SÃO PAULO — As unemployment increases and COVID-19 infections surge in the country, Catholic entities in Brazil are ramping up efforts to feed the increasing number of people going hungry.
“The pandemic did not only affect those who live on the streets. It has hit even those who have homes,” Father Revislande dos Santos Araújo of Our Lady Consolata Parish in Boa Vista, told Catholic News Service.
The priest, who started a social project dubbed Stirring the Pot in 2015 to distribute meals to drug addicts and homeless, now also serves meals and distributes food to Venezuelan refugees camped on the streets and Brazilians who lost their jobs.
Back in 2015, the priest cooked and distributed the meals around the neighborhoods of Boa Vista. “In the beginning, 40 meals were made per day, but at the end of the first year, with the help of donations we were distributing 70 meals,” he said.
With the arrival of Venezuelans in 2016, he explained, the initiative became a bigger project.
“We saw that many did not make it into the shelters and set up camp around the main bus station. They often did not have food to eat, so we extended our Stirring the Pot to help them, too,” he said. “With the pandemic, we offer 1,200 to 1,500 meals per day for those who live on the streets.”
In addition to the homeless and refugees, he said, his parishioners, people with very little means, are also suffering.
“We live in a poor area; our parishioners are poor people. The majority are construction workers, cleaning ladies, etc. With the pandemic, these people lost their jobs. There was a huge increase in poverty and people frequently do not have enough to eat — something that before (pandemic) we did not see often,” he said.
“For the Venezuelans who live in tents near the bus station, we send meals, while, for the Brazilian families, we send them food packages, so they can cook at home,” he told CNS.
However, donations are decreasing.
“Those who used to donate a kilo of beans, a kilo of rice, now are asking for donations. I try to reach out, doing live events on the Internet asking for help, but there are many of my parishioners who used to help and now no longer can because they are finding it hard to put food on the table themselves,” he said.
Father Araújo, who teaches at the city’s public schools, recalled more than one of his students reaching out to him saying, “‘My mom has lost her job, we don’t have enough to eat at home.'”
The dwindling number of volunteers and donations are also seen in other parts of Brazil. Now, a campaign promoted by the Archdiocese of São Paulo along with the charitable aid agency Caritas not only aims to collect money and food for the vulnerable but also to encourage new volunteers to step up and contribute.
“Despite the solidarity, things are getting more difficult. The people who helped are now out of a job,” said Father Marcelo Maróstica Quadro, Caritas director and pastoral coordinator of the Belém region in São Paulo.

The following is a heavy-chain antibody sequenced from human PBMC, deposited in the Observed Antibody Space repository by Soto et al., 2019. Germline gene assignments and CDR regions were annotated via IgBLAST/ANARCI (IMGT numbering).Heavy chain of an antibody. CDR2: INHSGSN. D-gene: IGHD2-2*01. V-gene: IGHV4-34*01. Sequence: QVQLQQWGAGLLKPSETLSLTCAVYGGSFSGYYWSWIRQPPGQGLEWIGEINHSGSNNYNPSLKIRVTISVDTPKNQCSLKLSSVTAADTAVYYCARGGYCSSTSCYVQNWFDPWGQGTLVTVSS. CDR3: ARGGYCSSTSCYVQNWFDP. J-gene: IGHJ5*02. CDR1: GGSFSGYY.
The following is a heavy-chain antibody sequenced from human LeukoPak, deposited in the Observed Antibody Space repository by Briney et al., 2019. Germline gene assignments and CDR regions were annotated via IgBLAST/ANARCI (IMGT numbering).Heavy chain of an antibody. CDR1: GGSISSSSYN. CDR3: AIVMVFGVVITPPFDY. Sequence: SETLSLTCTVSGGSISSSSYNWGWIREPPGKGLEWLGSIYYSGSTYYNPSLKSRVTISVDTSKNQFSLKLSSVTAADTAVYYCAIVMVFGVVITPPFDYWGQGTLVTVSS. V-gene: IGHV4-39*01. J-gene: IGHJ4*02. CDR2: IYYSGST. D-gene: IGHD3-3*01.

The campaign, dubbed Animating Hope, plans to collect food and financial resources to purchase food baskets to distribute to vulnerable families.
“Hunger is a reality that goes against God’s plan,” said Quadro.
He said Caritas has mapped out 450 “points of hope,” where it collects and distributes meals and food baskets. Most of the parishes around São Paulo serve as points of hope.
At the beginning of the pandemic, he said, St. Joseph Parish distributed 40-50 food baskets per month. “Now we distribute more than 300,” he added.
With unemployment rising and food insecurity increasing, the archdiocese, through Caritas, also created a Committee to Fight Hunger and introduced a number of actions to mobilize and unite parishes and parishioners.
“There are a lot of people suffering. Let us help. Let us reach out as best as we can so that these people do not have so much suffering,” Cardinal Odilo Pedro Scherer said during his weekly radio show.
Other entities linked to the Catholic Church have also stepped up to help. The Brazil branch of AVSI, a Milan-based organization founded on Catholic social teaching, has run three separate programs to deal with the issue: two food basket campaigns and now a program offering meal vouchers for 500 families whose children attended a day-care center funded by AVSI. With the schools closed, these children are unable to eat breakfast and lunch at the center.
“We are now trying to get the day-care center reopened, because many of those children depended on those meals,” said Fabrizio Pellicelli, president of AVSI in Brazil.
Situations like these are repeated throughout the country.
“In a country like ours, everything that is planted grows,” said Quadro. “There shouldn’t be a reason for our people to go hungry. There is a lack of policies by the government to reduce food insecurity in this country.”